Saturday, October 8, 2011

Iraq's Continuing Uncertainties

WaPo reports today about frantic preparations the US State Dept is making to take over the bazillion enterprises that the US military had been running in Iraq.  The military is slated to depart Iraq completely by 1 January.  Iraqi leaders say they'd like a few thousand US troops to remain as trainers (and, I assume, a kind of last-ditch praetorian guard in the event that things begin to spin out of control - which is not beyond the realm of possibility).  But they also insist that US troops that might stay must not be immune to prosecution in Iraqi courts for any misdoings.  There have been, of course, more incidents of misdoings by US troops in Iraq than one can count.  (Indeed, has the US military even been keeping a count?).  Sec Def Leon Panetta asserts, no immunity, no US troops.  But no Iraqi politician who hopes to maintain any public support - or fend off assassination - is going to agree to such immunity.
That will leave the job of protecting US State Dept installations and assets in Iraq in the hands of private contractors, whose many acts of brutality and high-handedness in Iraq have been documented copiously.  As the WaPo report makes clear, the State Dept is completely overmatched by the many responsibilities now confronting it, including supervising contractor cowboys and watching over the flow of US funds - billions of dollars of which have already been lost to fraud and corrupt administrators, American and Iraqi.
To be able to once again stand on its own two feet, the Iraqi government desperately needs the revenues from oil production, which remain the only significant contributor to its treasury.  But a national oil law to govern the allocation of those revenues within Iraq has yet to be worked out - and the security of the oil wells and pipelines themselves remains iffy.  Other reports today (like the following from China's Xinhua news agency) make that clear:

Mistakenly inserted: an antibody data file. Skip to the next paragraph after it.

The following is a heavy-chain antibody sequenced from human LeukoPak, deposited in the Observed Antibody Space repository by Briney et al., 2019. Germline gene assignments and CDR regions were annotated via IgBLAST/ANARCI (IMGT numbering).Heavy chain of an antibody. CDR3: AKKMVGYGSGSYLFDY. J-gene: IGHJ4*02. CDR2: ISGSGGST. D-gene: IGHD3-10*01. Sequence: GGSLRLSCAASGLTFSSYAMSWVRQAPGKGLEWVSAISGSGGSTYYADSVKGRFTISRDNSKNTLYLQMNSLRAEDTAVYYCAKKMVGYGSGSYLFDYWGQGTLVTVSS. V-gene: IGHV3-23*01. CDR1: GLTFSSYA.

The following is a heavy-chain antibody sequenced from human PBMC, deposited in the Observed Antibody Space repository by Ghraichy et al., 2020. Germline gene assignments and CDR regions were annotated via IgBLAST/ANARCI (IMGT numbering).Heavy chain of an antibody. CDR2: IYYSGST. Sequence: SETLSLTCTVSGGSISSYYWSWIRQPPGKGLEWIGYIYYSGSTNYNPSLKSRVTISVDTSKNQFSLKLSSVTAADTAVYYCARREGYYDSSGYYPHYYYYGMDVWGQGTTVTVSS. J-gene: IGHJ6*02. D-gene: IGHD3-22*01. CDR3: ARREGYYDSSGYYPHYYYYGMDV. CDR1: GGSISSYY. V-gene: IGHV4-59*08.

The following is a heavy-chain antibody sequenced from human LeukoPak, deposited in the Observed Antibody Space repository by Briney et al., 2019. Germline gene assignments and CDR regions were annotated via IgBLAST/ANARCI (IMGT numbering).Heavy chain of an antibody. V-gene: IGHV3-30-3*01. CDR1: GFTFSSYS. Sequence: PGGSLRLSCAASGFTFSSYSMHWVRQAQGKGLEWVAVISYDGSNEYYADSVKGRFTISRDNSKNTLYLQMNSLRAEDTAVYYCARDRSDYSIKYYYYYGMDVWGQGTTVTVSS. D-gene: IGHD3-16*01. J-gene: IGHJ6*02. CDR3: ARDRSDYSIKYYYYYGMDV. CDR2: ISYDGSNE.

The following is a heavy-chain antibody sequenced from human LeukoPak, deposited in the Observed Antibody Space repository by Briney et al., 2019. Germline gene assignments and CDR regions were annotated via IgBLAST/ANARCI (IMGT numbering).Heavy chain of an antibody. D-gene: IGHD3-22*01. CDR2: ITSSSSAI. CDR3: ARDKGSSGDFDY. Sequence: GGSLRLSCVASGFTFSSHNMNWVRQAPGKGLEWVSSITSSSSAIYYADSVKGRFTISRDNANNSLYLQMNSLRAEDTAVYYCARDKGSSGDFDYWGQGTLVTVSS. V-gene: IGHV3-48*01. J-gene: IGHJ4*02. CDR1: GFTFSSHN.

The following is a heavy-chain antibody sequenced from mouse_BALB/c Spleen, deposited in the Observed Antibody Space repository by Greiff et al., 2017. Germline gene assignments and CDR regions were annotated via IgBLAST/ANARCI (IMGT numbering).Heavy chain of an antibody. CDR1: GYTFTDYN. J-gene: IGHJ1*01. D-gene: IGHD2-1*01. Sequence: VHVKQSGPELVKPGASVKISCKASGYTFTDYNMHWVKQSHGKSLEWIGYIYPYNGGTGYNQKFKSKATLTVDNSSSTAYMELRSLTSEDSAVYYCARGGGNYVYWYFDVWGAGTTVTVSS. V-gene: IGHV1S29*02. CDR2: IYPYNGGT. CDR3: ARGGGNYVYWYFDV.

Two explosions hit oil pipelines overnight in Iraq's southern province of Basra and temporarily halted crude oil production, an oil official said Saturday.
"The oil production in the southern Rumaila oil field has been temporarily stopped because of two explosions late on Friday night, " the official from the state-owned South Oil Company told Xinhua on condition of anonymity. He said the incidents were apparently acts of sabotage that struck the pipeline network which transports oil produced from southern Rumaila oil field to Zubair area, the source said.
One of the blasts occurred in the desert area near the town of Safwan in the southwest city of Basra, some 550 km south of Baghdad, and the second one hit the network at al-Qrinat area, not far from the site of the first blast, the source said.
"Iraqi firefighters put out the fires on Saturday morning and started to repair the damaged pipelines in cooperation with one of the foreign oil companies," the source said without naming the company. . . .The explosions came four days after Iraqi Oil Minister Abdul- Kareem al-Luaybi announced that Iraq's oil production hit 2.9 million barrels per day (bpd) and will reach three million bpd by the end of this year.
Meanwhile, Iraq politics remain as discombobulated as ever.  Reidar Visser on the current disarray - and inefficacy - of Iraq's parliament:

Iraqi politics remains in its usual messy state. Everyone shouts they will agree to anything that is in accordance with the constitution. (Few of them know what is actually in it.) Ammar al-Hakim garners widespread praise for a supposed initiative of five principles for dialogue that have nothing substantial to them. (This is precisely why everyone thinks they are wonderful.) The Kurds declare that Maliki has agreed to implementing the Arbil agreement. (Again.)
There is a real danger that the Iraqi parliament is becoming unable to reach decisions except on matters that are so petty and insignificant that few will notice anyway. Arab Spring enthusiasts in search of a model democracy please look elsewhere.

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